For the entrepreneur who is interested in animal husbandry or livestock farming, a rabbit farming venture can prove to be very lucrative.
We have discussed many business ideas on this website and today we want to discuss commercial rabbit farming
To start a rabbit farming business in Nigeria, farmers do not require an extensive capital investment, and turnover period is low. This makes rabbit business easy to start.
For the farmer with the technical knowhow, the low cost outlay – high profit output can be very enticing.
Reasons for rabbit farming
There are several reasons why someone might consider starting a rabbit farming business in Nigeria.
Success stories from several rabbit farmers from different parts of Africa prove that the market has potential that has lain largely untapped till now.
Below are five reasons you might want to consider rabbit farming:
A growing market: As earlier mentioned, there is an increasing demand for rabbits, particularly because it is a white meat, and health conscious persons are moving from the consumption of red meats such as beef and pork to the consumption of white meats, rabbits included.
This is simply because there is an increased awareness of the harmful effects of cholesterol, which is usually high in red meats, in the African diet.
Rabbits are also touted to contain the highest amount of protein and the lowest fat when compared to other types of meat. Rabbit is said to contain less calories and sodium, but more calcium and phosphorus, and the combination of these is beneficial to the human body.
Moreover, it is said that no part of the rabbit goes to waste, and it is one of the livestock reared by man today that can be sold from nose tip to tail tip.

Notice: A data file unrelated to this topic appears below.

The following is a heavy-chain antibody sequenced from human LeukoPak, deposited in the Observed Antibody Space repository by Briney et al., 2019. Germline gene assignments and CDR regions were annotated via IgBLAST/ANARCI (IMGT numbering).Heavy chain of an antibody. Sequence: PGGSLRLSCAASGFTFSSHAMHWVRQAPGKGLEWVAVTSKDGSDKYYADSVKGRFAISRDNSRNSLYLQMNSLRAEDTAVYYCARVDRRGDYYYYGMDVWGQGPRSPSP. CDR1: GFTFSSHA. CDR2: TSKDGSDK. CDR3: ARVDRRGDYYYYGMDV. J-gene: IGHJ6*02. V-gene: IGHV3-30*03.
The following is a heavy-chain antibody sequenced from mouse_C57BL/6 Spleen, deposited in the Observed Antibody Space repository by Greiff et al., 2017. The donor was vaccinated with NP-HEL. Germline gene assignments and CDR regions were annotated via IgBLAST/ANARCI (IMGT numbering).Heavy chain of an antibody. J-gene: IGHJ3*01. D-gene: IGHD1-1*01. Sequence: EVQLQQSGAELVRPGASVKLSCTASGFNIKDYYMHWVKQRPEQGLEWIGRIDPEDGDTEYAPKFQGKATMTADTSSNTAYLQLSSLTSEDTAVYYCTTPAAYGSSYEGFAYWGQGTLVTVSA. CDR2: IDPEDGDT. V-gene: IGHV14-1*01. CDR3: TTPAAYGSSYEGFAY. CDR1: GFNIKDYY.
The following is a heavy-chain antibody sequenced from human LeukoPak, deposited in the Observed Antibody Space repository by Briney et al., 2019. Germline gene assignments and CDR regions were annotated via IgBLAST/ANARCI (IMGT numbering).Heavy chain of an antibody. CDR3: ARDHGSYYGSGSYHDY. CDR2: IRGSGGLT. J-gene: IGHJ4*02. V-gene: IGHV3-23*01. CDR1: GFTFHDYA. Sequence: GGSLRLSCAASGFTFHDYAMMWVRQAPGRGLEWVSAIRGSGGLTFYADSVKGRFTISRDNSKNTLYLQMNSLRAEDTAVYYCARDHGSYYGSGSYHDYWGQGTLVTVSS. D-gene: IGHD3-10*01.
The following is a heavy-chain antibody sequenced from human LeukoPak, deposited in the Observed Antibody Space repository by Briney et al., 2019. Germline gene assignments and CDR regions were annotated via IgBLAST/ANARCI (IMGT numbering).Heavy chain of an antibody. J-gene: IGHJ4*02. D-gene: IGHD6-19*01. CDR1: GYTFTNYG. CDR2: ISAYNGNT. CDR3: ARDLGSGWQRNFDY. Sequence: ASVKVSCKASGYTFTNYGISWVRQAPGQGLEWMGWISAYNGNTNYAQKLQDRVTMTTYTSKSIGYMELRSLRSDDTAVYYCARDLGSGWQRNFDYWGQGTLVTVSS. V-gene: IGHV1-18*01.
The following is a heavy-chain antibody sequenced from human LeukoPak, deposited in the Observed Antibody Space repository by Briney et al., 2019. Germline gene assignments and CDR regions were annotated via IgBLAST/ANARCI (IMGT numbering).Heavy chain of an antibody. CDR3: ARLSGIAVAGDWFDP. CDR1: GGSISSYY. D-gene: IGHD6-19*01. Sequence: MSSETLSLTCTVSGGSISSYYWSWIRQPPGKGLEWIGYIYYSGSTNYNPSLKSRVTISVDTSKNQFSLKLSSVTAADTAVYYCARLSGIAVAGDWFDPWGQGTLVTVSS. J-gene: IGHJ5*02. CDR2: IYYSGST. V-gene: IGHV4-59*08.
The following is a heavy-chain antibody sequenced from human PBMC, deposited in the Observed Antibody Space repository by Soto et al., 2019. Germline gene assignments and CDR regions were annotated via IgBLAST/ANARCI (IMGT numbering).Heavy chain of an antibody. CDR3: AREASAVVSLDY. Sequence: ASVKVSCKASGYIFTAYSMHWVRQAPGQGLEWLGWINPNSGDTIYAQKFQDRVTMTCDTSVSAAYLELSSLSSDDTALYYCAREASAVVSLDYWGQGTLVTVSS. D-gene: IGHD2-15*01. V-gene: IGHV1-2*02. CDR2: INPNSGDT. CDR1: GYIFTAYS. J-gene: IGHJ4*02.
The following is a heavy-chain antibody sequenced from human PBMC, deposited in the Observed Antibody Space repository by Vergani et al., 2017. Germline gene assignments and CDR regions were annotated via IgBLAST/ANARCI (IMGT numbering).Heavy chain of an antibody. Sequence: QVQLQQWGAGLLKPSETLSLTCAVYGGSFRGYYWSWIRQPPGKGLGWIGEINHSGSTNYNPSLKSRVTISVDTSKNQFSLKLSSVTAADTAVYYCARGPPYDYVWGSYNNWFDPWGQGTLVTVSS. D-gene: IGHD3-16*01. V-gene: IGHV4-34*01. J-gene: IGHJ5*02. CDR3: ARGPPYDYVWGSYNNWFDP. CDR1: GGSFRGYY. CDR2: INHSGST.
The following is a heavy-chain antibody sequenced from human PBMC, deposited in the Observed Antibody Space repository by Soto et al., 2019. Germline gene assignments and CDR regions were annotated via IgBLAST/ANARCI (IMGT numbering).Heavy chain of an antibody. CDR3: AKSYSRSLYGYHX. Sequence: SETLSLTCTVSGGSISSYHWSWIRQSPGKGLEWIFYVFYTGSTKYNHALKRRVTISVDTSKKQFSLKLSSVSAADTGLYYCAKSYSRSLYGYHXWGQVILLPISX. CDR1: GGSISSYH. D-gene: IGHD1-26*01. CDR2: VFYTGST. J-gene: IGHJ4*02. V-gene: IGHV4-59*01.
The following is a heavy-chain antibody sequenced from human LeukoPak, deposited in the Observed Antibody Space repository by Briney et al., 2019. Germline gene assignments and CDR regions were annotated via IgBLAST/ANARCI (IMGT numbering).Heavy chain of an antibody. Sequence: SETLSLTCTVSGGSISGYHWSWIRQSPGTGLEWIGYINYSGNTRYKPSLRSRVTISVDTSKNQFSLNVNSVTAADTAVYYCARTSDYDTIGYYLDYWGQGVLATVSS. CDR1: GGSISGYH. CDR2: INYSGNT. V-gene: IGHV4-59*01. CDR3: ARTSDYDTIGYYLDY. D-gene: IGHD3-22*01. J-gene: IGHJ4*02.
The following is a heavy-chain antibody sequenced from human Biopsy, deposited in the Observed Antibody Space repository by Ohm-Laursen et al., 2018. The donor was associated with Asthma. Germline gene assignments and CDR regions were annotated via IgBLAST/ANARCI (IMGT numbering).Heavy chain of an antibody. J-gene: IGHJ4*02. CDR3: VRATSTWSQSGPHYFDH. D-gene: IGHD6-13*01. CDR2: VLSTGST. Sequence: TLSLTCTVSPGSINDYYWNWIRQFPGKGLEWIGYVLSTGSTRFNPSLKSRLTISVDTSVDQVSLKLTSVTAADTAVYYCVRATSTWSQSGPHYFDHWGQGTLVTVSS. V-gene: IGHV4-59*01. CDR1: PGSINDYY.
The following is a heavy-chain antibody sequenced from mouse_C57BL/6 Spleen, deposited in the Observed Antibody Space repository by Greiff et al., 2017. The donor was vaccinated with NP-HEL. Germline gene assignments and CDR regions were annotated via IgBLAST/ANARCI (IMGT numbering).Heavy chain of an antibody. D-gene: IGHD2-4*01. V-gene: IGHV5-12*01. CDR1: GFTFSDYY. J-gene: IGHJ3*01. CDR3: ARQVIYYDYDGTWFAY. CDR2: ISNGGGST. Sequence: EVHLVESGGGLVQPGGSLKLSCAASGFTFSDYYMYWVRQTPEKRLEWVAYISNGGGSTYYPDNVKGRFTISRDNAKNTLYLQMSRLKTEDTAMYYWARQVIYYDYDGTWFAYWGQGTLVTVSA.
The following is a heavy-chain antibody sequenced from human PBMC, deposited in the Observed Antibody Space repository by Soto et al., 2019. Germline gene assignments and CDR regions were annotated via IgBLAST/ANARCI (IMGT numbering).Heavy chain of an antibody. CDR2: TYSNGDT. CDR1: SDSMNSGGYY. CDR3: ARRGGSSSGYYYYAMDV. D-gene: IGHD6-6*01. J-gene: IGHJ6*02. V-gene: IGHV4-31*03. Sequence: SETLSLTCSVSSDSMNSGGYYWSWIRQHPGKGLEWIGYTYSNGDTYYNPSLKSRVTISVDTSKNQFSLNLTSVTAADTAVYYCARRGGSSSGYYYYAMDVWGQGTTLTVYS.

Products that can be gotten from rabbits include high quality skins (used to make fur garments, clothing, hats and boots), meat, and bones etc.
One other way in which rabbit is significantly used is in medical, cosmetic, and pharmaceutical research laboratories.
Finally, there is a growing demand for rabbits as pets. Online markets in Nigeria such as jiji.ng are now advertising rabbits in their livestock section, a sign that there is now a huge market for the product.
High multiplication rate: Rabbits have the innate capacity to grow very rapidly and are known to attain maturity and market size in 6 months or less, one reason for this fast growth rate being that rabbits are efficient converters of the food they eat.
Rabbits also breed throughout the year and it takes just between thirty and thirty five days for a pregnant doe (female rabbit) to give birth to its kits (baby rabbits).
Does can have up to 40 kits in a single year, so beginning a rabbit farm with two mature rabbits (one male, one female), a rabbit farmer could end up with 40 rabbits in the span of one year.
What more, rabbits are polygamous in nature, so beginning with one male and two or more does will guarantee a whole farm full of rabbits by year end.
This rapid multiplication rate means a higher yield and higher profits for farmers, hence the new interest in rabbit farming.
You can begin your rabbit farming small: For low scale farmers or entrepreneurs looking for ways to diversify their funds, rabbit farming is ideal because its initial cost outlay is low.
As previously mentioned, your rabbit farm could be started with just two rabbits. And because rabbits don’t require as much space as other livestock (especially grazing or foraging ones), farmers may begin with a basic cage made of wood and chicken wire, and progress to proper hutches as time goes by and profits flow in.
Rabbit farming is not labour intensive:
Raising rabbits is not labour-intensive like raising poultry or cattle farming. These animals are quiet and relatively tame, not particularly prone to infections and diseases, and are relatively easy to feed. As a result, a rabbit farming business could be ran on a part time basis.
Health benefits of consuming rabbit meat
Rabbit is a good source of meat because of its health benefits. Below are some health benefits of consuming rabbit meat, and they can form the building blocks for the farmer’s marketing strategy when he develops one:
Rabbit is said to be very low in cholesterol, with a percentage concentration that is lower than that of pork, turkey, chicken and beef.
It also has a lower fat content than turkey does, as well as beef and pork.